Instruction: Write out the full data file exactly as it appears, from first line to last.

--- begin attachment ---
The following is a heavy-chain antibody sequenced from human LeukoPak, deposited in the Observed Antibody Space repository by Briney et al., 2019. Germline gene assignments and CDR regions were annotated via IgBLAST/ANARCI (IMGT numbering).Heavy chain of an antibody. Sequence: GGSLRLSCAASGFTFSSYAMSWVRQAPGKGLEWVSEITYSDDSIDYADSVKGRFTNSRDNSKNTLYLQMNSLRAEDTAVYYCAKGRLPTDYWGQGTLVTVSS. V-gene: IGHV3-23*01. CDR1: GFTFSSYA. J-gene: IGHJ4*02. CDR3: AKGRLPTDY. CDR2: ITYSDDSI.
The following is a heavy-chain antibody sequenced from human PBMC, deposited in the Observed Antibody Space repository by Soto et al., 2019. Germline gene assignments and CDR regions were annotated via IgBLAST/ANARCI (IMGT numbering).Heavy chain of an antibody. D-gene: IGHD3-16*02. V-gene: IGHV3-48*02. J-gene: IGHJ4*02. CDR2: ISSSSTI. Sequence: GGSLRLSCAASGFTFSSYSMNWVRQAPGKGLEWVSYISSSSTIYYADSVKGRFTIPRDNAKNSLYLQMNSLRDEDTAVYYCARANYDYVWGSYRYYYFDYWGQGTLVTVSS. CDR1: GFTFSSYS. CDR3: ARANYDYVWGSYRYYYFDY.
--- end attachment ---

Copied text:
The following is a heavy-chain antibody sequenced from human LeukoPak, deposited in the Observed Antibody Space repository by Briney et al., 2019. Germline gene assignments and CDR regions were annotated via IgBLAST/ANARCI (IMGT numbering).Heavy chain of an antibody. Sequence: GGSLRLSCAASGFTFSSYAMSWVRQAPGKGLEWVSEITYSDDSIDYADSVKGRFTNSRDNSKNTLYLQMNSLRAEDTAVYYCAKGRLPTDYWGQGTLVTVSS. V-gene: IGHV3-23*01. CDR1: GFTFSSYA. J-gene: IGHJ4*02. CDR3: AKGRLPTDY. CDR2: ITYSDDSI.
The following is a heavy-chain antibody sequenced from human PBMC, deposited in the Observed Antibody Space repository by Soto et al., 2019. Germline gene assignments and CDR regions were annotated via IgBLAST/ANARCI (IMGT numbering).Heavy chain of an antibody. D-gene: IGHD3-16*02. V-gene: IGHV3-48*02. J-gene: IGHJ4*02. CDR2: ISSSSTI. Sequence: GGSLRLSCAASGFTFSSYSMNWVRQAPGKGLEWVSYISSSSTIYYADSVKGRFTIPRDNAKNSLYLQMNSLRDEDTAVYYCARANYDYVWGSYRYYYFDYWGQGTLVTVSS. CDR1: GFTFSSYS. CDR3: ARANYDYVWGSYRYYYFDY.